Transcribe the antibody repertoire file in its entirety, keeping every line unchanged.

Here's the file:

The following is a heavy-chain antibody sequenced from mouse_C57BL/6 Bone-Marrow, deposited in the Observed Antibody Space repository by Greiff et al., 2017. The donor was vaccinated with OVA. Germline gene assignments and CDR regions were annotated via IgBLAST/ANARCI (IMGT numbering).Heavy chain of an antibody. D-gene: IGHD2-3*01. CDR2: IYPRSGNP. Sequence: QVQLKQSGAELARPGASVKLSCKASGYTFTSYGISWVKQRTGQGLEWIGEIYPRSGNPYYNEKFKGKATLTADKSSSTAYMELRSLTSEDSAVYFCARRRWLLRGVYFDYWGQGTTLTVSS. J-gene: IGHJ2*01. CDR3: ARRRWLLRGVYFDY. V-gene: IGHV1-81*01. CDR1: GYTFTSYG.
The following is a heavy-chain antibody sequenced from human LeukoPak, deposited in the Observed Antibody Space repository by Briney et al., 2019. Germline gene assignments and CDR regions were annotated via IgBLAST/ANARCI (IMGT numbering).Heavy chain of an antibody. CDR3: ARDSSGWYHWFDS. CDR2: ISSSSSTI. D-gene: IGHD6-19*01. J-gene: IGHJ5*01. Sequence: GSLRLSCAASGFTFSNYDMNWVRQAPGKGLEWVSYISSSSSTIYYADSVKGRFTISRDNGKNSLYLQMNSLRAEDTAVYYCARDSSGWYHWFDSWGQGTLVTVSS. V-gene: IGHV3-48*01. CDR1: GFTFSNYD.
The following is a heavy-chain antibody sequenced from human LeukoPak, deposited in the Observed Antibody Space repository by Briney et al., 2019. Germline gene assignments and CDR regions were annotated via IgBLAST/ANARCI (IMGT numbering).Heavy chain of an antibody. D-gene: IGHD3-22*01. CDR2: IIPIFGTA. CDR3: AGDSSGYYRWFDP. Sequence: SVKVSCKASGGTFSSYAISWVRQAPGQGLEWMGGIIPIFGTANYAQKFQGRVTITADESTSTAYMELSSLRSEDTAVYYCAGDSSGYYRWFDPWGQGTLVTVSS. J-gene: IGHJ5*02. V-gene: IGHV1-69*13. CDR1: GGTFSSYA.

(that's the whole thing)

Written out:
The following is a heavy-chain antibody sequenced from mouse_C57BL/6 Bone-Marrow, deposited in the Observed Antibody Space repository by Greiff et al., 2017. The donor was vaccinated with OVA. Germline gene assignments and CDR regions were annotated via IgBLAST/ANARCI (IMGT numbering).Heavy chain of an antibody. D-gene: IGHD2-3*01. CDR2: IYPRSGNP. Sequence: QVQLKQSGAELARPGASVKLSCKASGYTFTSYGISWVKQRTGQGLEWIGEIYPRSGNPYYNEKFKGKATLTADKSSSTAYMELRSLTSEDSAVYFCARRRWLLRGVYFDYWGQGTTLTVSS. J-gene: IGHJ2*01. CDR3: ARRRWLLRGVYFDY. V-gene: IGHV1-81*01. CDR1: GYTFTSYG.
The following is a heavy-chain antibody sequenced from human LeukoPak, deposited in the Observed Antibody Space repository by Briney et al., 2019. Germline gene assignments and CDR regions were annotated via IgBLAST/ANARCI (IMGT numbering).Heavy chain of an antibody. CDR3: ARDSSGWYHWFDS. CDR2: ISSSSSTI. D-gene: IGHD6-19*01. J-gene: IGHJ5*01. Sequence: GSLRLSCAASGFTFSNYDMNWVRQAPGKGLEWVSYISSSSSTIYYADSVKGRFTISRDNGKNSLYLQMNSLRAEDTAVYYCARDSSGWYHWFDSWGQGTLVTVSS. V-gene: IGHV3-48*01. CDR1: GFTFSNYD.
The following is a heavy-chain antibody sequenced from human LeukoPak, deposited in the Observed Antibody Space repository by Briney et al., 2019. Germline gene assignments and CDR regions were annotated via IgBLAST/ANARCI (IMGT numbering).Heavy chain of an antibody. D-gene: IGHD3-22*01. CDR2: IIPIFGTA. CDR3: AGDSSGYYRWFDP. Sequence: SVKVSCKASGGTFSSYAISWVRQAPGQGLEWMGGIIPIFGTANYAQKFQGRVTITADESTSTAYMELSSLRSEDTAVYYCAGDSSGYYRWFDPWGQGTLVTVSS. J-gene: IGHJ5*02. V-gene: IGHV1-69*13. CDR1: GGTFSSYA.